• Allowing parties to avoid the costs of custody evaluations, attorney fees and other costs associated with the preparation for a custody trial.
The negative aspects of a parenting coordination program include, but are not limited to:
• The general confusion as to who is qualified to be a parenting coordinator and the resulting inconsistency with which individuals with varied backgrounds carry out the role.
• The general confusion as to the issues a parenting coordinator may decide and the limits on a parenting coordinator's authority (and/or the improper delegation of judicial authority).
• The general confusion as to the appropriate manner in which to review parenting coordinator decisions.
• The lack of finality of parenting coordinator decisions.
Many members of the Pennsylvania domestic relations bar were surprised to learn of the Pennsylvania Supreme Court's decision to eliminate parenting coordination altogether. While most Pennsylvania family law practitioners recognized the multitude of flaws in the parenting coordination program, few expected the Supreme Court to eliminate it entirely.
Several domestic relations bar members believe that the Supreme Court's decision to eliminate the parenting coordination program was prompted by the Luzerne County "kids-for-cash" scandal (involving payoffs to two Luzerne County judges of approximately $2.8 million), as the Supreme Court's rules committee submitted the proposed Rule 1915.11-1 for public comment while this scandal was very much in the news. By eliminating the program, it is possible that the Supreme Court hoped to create "transparency by the judiciary and to hold the judges directly accountable for decisions," thereby addressing some of the concerns the Luzerne County scandal had brought to the public's attention, as Ben Present wrote in a May 7 article in Pennsylvania Law Weekly titled "Concern Over Judicial Authority Drove Parent Coordinator Elimination."
Regardless of the Pennsylvania Supreme Court's motivation for propounding Rule 1915.11-1, Pennsylvania should now look to other jurisdictions, as well as the guidelines promulgated by the Association of Family and Conciliation Courts, for direction regarding how to rework the parenting coordination program to eliminate, or at least minimize, the negative aspects and areas of concerns, including the concern over the inappropriate delegation of judicial authority.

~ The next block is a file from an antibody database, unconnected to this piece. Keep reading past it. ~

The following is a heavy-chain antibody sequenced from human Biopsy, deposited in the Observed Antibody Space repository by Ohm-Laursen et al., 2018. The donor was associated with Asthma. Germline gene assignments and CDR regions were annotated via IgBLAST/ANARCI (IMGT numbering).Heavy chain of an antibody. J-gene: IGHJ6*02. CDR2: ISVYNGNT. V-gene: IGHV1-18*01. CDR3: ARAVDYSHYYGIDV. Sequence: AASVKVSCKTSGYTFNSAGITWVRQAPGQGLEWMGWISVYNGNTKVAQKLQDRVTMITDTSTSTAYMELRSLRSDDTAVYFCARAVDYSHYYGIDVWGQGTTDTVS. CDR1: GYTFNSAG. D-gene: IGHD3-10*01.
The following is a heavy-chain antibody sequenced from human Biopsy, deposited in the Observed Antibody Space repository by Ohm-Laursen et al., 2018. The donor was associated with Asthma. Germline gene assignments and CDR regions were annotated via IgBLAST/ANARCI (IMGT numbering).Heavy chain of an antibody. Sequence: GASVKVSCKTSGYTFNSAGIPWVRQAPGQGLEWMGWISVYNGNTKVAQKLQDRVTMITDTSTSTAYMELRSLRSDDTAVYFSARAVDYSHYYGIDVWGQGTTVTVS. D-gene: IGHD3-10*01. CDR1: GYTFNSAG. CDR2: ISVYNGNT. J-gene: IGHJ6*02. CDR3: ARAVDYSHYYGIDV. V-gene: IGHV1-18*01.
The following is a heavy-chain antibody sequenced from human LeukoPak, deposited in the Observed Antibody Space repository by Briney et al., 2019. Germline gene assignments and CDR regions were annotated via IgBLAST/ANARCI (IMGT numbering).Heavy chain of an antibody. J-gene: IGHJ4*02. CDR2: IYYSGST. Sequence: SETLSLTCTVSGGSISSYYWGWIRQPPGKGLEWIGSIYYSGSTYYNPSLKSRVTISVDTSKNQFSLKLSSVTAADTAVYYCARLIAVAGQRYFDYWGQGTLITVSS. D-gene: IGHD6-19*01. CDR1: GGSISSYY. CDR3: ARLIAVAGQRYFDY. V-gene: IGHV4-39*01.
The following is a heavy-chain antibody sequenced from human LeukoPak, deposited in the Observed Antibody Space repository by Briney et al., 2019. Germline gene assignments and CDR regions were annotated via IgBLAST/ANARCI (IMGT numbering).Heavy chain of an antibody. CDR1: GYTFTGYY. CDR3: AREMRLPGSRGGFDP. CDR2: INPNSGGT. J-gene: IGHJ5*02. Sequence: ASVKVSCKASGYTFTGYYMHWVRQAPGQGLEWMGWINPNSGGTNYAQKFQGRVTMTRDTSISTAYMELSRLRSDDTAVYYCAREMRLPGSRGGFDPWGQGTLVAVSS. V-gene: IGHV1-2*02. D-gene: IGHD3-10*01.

For example, the parenting coordination program could, and should, be revamped in the following ways:
• The Supreme Court should specify the minimum qualifications of a parenting coordinator. For example, parenting coordinators could be limited to those who are licensed attorneys with a specific amount of family law experience. Alternatively,
parenting coordinators could be mediation professionals with certain degrees, certificates or licenses. Pennsylvania's Erie County had local rules containing such provisions.
• The Supreme Court should require parenting coordinators to acquire and maintain a certain level of competence in the parenting coordination process. For example, a parenting coordinator could be required to attend specific continuing legal education seminars to remain eligible for appointment as a parenting coordinator.
• The Supreme Court should provide a form parenting coordinator order. The form order should specify the manner of appointment, scope of authority and responsibilities of the parenting coordinator and delineate clearly the method of de novo review of a parenting coordinator's decision. The form order should also provide for the method of payment to the parenting coordinator and the apportionment of the parenting coordinator costs between the parties.
Modifications to the parenting coordination program in the above manner would dispel much of the confusion surrounding it.
High-Conflict Custody Cases
Although modifications to parenting coordination could have been made, the Pennsylvania Supreme Court chose to eliminate it entirely. There is no indication that the program will be reinstated in the near future.
Therefore, parenting coordinators throughout the state have notified their clients of the change and practitioners and judges may see an influx of special relief petitions, emergency and otherwise, to deal with the types of issues formerly handled by parenting coordinators. Now, family law judges and practitioners must examine other options for dealing with high-conflict custody cases. Perhaps, family law practitioners may continue to use the same individuals who formerly served as parenting coordinators to assist high-conflict families in the dispute resolution process as mediators or arbitrators should the parties so agree. Another option may be to use software such as Our Family Wizard to assist families in reducing scheduling conflicts and planning ahead. Co-parent therapy and parenting classes may be other ways in which to assist clients in obtaining the assistance they need to resolve ancillary custody issues previously decided by a parenting coordinator. Family law practitioners and judges statewide will have to be creative in looking for alternatives to parenting coordination without resorting to increased litigation.
Kelley L. Menzano is an associate in the family law group of Hangley Aronchick Segal Pudlin & Schiller and is admitted to practice law in Pennsylvania and Illinois. Contact her at email@example.com